Before the second play of his first NFL game Philadelphia's new head coach Chip Kelly a man who made his reputation as the architect of college football's most prolific offense — the Oregon Ducks' fast-break spread-it-out attack — did the unthinkable: He had his team huddle. He followed this with another knee-weakening moment: His quarterback Michael Vick lined up under center an alignment from which the Eagles ran a basic run to the left. For 31 other NFL teams this would be as ho-hum as it gets. But this is Chip Kelly he of the fast practices fast plays and fast talking. By starting out this way Kelly who repeatedly has said he doesn't do anything without a sound reason behind it was no doubt sending some kind of message to fans pundits and opposing coaches waiting anxiously to see what a Chip Kelly offense would look like at the professional level. It was a message that was unmistakable: See I can adapt to the NFL.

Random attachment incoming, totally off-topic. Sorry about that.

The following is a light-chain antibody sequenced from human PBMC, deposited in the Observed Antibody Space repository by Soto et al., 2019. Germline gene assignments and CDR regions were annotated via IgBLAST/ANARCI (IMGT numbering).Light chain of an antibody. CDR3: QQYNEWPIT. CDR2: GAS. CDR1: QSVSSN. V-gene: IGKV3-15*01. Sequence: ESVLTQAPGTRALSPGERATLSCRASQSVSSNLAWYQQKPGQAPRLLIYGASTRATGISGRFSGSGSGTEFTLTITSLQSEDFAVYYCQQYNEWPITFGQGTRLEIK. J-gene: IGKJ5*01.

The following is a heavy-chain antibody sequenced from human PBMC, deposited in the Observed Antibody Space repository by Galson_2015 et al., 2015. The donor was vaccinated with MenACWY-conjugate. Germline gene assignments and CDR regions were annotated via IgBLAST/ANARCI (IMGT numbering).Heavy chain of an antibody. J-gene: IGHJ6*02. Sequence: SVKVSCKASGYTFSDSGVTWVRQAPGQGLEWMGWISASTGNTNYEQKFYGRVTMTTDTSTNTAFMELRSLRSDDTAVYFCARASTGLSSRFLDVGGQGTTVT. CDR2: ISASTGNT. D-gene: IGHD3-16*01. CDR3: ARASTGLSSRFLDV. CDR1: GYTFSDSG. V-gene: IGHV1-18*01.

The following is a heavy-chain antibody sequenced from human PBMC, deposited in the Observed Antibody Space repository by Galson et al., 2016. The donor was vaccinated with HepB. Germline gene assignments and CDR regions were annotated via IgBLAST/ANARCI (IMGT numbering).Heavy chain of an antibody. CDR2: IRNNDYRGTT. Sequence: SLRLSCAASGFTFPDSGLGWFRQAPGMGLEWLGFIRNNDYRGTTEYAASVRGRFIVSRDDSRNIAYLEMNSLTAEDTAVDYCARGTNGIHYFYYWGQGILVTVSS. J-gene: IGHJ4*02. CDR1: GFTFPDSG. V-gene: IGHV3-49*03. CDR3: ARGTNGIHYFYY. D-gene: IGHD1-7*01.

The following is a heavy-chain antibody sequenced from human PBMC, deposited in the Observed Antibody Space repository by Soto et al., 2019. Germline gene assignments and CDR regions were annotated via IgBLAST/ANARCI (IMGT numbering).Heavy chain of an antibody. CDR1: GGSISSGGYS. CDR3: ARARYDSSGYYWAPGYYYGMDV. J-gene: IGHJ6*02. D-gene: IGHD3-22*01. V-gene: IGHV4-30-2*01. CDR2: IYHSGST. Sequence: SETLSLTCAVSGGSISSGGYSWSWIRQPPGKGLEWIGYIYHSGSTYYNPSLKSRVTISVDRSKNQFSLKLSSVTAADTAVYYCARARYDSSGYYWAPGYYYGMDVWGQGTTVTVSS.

At least that’s what I thought at first. But after studying Philadelphia's game against New England I came away with almost the exact opposite conclusion: While there were clear differences from what Kelly’s system looked like at Oregon his Eagles offense looked a lot more like the Ducks offense than I ever anticipated.

Preseason game plans are often described as being "vanilla" and rightly so. The ostensible purpose of the preseason — other than as an opportunity to put more football on TV which I'm not complaining about — is to evaluate talent as rosters get cut to 53 and players compete for starting spots. Given that preseason football is essentially practice with game uniforms there is no incentive for a team to reveal its intentions for when the real games begin.